Adventure Travel in The Darien: A Must-See When You Visit Panama

Imagine yourself surrounded by colossal prehistoric trees. Butterflies the size of your hand flutter by. Ferns threaten to envelop you. All that’s missing is a bloodthirsty Tyrannosaurus Rex. This scene is just the start when you decide on an adventure travel vacation in the Darien, Panama’s “forgotten province.” Travel here tends to be for the intrepid—short on creature comforts. Lodges and tents in the Darien are more common than hotels.

But the rewards are many: the Panama Darien biosphere is a major World Heritage site. The park’s unique geographical position in the Darien makes it a land bridge between Central and South America, and thus one of the most biodiverse places on the planet.

Travel in the Darien: How to get there

There are many parks and towns worth visiting when you travel to the Darien. To get there, take a 45-minute flight from Panama City to La Palma, Darien. From La Palma, an hour-long boat ride will get you to Punta Patiño. This Nature Reserve is the largest private reserve in Panama. See the mangroves, explore the beach, hike the well-developed trails, or search for rare species in the air, on land, or in the water.

Near the Colombian border, Bahia de Piñas is home to Panama’s Tropic Star Lodge, and arguably the best place for deep-sea fishing in Panama…and the world. Some 200 world records have been broken here.

In the Darien, the autonomous Embera-Wounaan indigenous group is the most populous of Panama’s tribes. Near Tropic Star, the town of Biroquera offers the opportunity to spend some time with friendly tribespeople. They live as traditionally as possible, in huts on stilts, where they make baskets, carvings, and more.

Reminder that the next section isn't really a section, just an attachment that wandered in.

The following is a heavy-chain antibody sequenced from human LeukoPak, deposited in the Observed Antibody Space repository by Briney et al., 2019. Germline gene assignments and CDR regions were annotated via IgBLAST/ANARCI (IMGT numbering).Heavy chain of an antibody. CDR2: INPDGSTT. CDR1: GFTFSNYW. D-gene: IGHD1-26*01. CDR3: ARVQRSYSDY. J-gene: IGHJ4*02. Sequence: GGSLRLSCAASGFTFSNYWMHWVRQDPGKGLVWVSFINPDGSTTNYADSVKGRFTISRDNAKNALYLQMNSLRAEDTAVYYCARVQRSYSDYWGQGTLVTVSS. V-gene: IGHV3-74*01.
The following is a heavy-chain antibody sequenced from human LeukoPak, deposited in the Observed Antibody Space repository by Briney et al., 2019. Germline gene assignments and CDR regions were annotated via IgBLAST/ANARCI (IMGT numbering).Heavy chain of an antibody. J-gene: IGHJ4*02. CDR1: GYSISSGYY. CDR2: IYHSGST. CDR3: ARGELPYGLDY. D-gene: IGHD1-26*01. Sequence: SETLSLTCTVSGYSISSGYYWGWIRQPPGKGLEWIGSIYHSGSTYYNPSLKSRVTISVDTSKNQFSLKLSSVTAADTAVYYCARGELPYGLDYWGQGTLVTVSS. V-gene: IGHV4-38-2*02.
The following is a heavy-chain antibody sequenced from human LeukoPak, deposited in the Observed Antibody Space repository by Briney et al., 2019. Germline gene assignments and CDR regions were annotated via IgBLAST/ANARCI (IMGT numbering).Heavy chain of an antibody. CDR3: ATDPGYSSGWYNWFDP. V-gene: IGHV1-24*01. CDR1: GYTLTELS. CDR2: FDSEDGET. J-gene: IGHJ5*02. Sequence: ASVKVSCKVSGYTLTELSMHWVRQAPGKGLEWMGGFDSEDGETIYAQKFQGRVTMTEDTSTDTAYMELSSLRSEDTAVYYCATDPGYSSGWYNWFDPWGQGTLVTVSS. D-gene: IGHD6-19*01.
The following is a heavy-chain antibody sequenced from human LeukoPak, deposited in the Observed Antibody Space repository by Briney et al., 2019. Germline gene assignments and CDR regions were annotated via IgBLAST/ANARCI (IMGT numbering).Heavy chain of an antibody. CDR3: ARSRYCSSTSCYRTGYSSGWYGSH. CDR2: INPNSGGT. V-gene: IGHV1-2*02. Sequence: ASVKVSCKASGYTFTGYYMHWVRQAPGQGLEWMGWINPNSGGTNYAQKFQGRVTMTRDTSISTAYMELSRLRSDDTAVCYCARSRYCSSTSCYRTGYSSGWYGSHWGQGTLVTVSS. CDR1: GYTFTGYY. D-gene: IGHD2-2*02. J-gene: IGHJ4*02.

If you stay at Tropic Star, expect to pay more than $2,500 for a four-night stay. The deal includes nearly everything imaginable—including fishing yacht, tackle and experienced crew. Contact the lodge for information or help booking travel.

Your vacation to the Darien: What to know before you go

Check a national government website like the U.S. CDC for advice on any necessary vaccines, immunizations, etc.

What to pack:

  • A non-aerosol insect repellent
  • A slicker for rain (in windy weather, umbrellas can be useless).
  • Though the weather is warm, you’ll still want at least one long-sleeved shirt, long pants, socks and sneakers or hiking boots, as nights can be cool and mosquitoes can be tiresome.
  • Plus anywhere you go in Panama, you’ll wish you had a cardigan for air-conditioned offices, cars or planes.

Before you pack for your vacation to the Darien, ask your tour leader what else you might need. If you visit an Embera village and you’d like to give back, school supplies for tribe children (pencils, notepads, backpacks, etc) are always welcome.

Remember to carry your passport at all times, or photocopies of both the photo page and the page with the entry stamp. Adults in Panama are required by law to carry identification.

If driving to or in the Darien, don’t be disconcerted by police roadblocks—they are there year-round as the Darien is an international border area (the area borders Colombia). Police will simply check identification in most cases.

As with anywhere in Central America, exercise caution at border areas. An experienced guide can help ensure you don’t stumble into sketchy areas. If you have concerns, visit a national advisory website like the U.S. Department of State website. At time of writing there are no Travel Warnings for Panama. You can read the Department of State’s Panama page here.

Even if it’s cloudy or rainy, remember to use sunblock, sunglasses, and a hat or cap. The tropical sun doesn’t mess around and you can still get sunburns in rainy season weather.

Don’t forget a camera, the photo-ops in this area are out of this world!

Find out more or plan a Darien tour through Ancon Expeditions

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